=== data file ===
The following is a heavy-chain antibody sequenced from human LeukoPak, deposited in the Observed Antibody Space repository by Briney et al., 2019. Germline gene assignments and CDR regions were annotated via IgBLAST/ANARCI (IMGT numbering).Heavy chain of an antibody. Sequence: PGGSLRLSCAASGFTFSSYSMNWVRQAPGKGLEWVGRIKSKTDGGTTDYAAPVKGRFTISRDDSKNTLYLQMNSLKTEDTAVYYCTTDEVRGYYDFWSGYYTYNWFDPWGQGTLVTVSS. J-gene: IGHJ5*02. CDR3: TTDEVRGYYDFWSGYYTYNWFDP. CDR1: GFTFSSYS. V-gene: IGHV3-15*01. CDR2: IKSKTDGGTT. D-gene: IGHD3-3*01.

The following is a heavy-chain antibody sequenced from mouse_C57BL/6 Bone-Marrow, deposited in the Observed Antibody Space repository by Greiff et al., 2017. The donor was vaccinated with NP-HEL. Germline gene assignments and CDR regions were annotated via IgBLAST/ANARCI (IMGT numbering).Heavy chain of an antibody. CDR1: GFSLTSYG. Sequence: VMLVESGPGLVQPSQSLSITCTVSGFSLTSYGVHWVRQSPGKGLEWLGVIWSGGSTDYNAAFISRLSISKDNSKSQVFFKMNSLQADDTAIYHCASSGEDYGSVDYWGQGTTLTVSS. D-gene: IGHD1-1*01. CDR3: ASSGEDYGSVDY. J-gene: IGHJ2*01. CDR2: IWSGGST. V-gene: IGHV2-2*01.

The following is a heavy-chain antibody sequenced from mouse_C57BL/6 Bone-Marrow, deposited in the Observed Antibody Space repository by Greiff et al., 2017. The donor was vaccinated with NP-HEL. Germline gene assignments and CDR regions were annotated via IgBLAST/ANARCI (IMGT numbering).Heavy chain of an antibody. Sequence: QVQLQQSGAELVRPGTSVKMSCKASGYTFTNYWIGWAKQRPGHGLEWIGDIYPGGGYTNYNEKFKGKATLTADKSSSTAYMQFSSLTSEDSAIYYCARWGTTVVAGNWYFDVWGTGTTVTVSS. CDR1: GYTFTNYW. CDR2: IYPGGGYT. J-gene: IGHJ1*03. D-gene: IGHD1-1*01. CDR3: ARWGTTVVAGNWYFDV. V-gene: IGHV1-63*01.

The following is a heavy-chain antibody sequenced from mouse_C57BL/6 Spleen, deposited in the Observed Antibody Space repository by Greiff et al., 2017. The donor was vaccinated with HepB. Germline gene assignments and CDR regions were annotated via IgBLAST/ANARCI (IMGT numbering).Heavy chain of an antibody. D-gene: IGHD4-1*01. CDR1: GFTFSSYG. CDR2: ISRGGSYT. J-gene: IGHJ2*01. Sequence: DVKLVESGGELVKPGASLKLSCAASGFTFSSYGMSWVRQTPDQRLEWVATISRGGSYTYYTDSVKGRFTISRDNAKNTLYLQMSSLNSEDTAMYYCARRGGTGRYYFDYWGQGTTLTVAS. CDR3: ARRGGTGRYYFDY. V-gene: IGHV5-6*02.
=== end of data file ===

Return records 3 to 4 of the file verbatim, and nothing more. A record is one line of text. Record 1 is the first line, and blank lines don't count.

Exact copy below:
The following is a heavy-chain antibody sequenced from mouse_C57BL/6 Bone-Marrow, deposited in the Observed Antibody Space repository by Greiff et al., 2017. The donor was vaccinated with NP-HEL. Germline gene assignments and CDR regions were annotated via IgBLAST/ANARCI (IMGT numbering).Heavy chain of an antibody. Sequence: QVQLQQSGAELVRPGTSVKMSCKASGYTFTNYWIGWAKQRPGHGLEWIGDIYPGGGYTNYNEKFKGKATLTADKSSSTAYMQFSSLTSEDSAIYYCARWGTTVVAGNWYFDVWGTGTTVTVSS. CDR1: GYTFTNYW. CDR2: IYPGGGYT. J-gene: IGHJ1*03. D-gene: IGHD1-1*01. CDR3: ARWGTTVVAGNWYFDV. V-gene: IGHV1-63*01.

The following is a heavy-chain antibody sequenced from mouse_C57BL/6 Spleen, deposited in the Observed Antibody Space repository by Greiff et al., 2017. The donor was vaccinated with HepB. Germline gene assignments and CDR regions were annotated via IgBLAST/ANARCI (IMGT numbering).Heavy chain of an antibody. D-gene: IGHD4-1*01. CDR1: GFTFSSYG. CDR2: ISRGGSYT. J-gene: IGHJ2*01. Sequence: DVKLVESGGELVKPGASLKLSCAASGFTFSSYGMSWVRQTPDQRLEWVATISRGGSYTYYTDSVKGRFTISRDNAKNTLYLQMSSLNSEDTAMYYCARRGGTGRYYFDYWGQGTTLTVAS. CDR3: ARRGGTGRYYFDY. V-gene: IGHV5-6*02.